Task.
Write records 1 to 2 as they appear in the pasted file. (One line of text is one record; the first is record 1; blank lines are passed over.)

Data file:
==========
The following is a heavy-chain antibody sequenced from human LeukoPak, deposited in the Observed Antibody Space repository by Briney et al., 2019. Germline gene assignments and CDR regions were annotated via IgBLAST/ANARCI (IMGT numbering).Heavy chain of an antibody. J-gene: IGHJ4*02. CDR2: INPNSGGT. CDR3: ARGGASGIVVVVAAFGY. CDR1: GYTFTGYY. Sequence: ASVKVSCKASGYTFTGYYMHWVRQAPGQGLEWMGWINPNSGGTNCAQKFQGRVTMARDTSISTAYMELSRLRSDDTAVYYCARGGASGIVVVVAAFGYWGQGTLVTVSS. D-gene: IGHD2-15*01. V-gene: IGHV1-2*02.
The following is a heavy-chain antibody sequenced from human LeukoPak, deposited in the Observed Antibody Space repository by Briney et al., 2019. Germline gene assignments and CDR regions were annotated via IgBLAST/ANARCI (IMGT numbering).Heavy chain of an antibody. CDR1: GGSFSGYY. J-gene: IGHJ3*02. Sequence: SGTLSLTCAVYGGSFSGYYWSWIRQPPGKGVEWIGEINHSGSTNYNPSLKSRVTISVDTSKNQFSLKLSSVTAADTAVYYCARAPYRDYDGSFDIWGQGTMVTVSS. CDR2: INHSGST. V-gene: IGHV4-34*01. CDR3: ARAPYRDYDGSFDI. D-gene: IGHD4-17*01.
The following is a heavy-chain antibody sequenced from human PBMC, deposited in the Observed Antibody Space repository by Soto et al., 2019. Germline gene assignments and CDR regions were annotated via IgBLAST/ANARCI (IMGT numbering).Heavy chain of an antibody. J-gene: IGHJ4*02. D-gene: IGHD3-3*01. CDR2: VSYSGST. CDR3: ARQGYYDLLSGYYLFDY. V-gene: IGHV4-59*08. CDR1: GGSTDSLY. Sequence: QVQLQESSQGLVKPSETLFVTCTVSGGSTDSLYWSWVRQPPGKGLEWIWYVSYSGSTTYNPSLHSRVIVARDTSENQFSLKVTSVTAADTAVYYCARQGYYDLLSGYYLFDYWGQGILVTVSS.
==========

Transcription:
The following is a heavy-chain antibody sequenced from human LeukoPak, deposited in the Observed Antibody Space repository by Briney et al., 2019. Germline gene assignments and CDR regions were annotated via IgBLAST/ANARCI (IMGT numbering).Heavy chain of an antibody. J-gene: IGHJ4*02. CDR2: INPNSGGT. CDR3: ARGGASGIVVVVAAFGY. CDR1: GYTFTGYY. Sequence: ASVKVSCKASGYTFTGYYMHWVRQAPGQGLEWMGWINPNSGGTNCAQKFQGRVTMARDTSISTAYMELSRLRSDDTAVYYCARGGASGIVVVVAAFGYWGQGTLVTVSS. D-gene: IGHD2-15*01. V-gene: IGHV1-2*02.
The following is a heavy-chain antibody sequenced from human LeukoPak, deposited in the Observed Antibody Space repository by Briney et al., 2019. Germline gene assignments and CDR regions were annotated via IgBLAST/ANARCI (IMGT numbering).Heavy chain of an antibody. CDR1: GGSFSGYY. J-gene: IGHJ3*02. Sequence: SGTLSLTCAVYGGSFSGYYWSWIRQPPGKGVEWIGEINHSGSTNYNPSLKSRVTISVDTSKNQFSLKLSSVTAADTAVYYCARAPYRDYDGSFDIWGQGTMVTVSS. CDR2: INHSGST. V-gene: IGHV4-34*01. CDR3: ARAPYRDYDGSFDI. D-gene: IGHD4-17*01.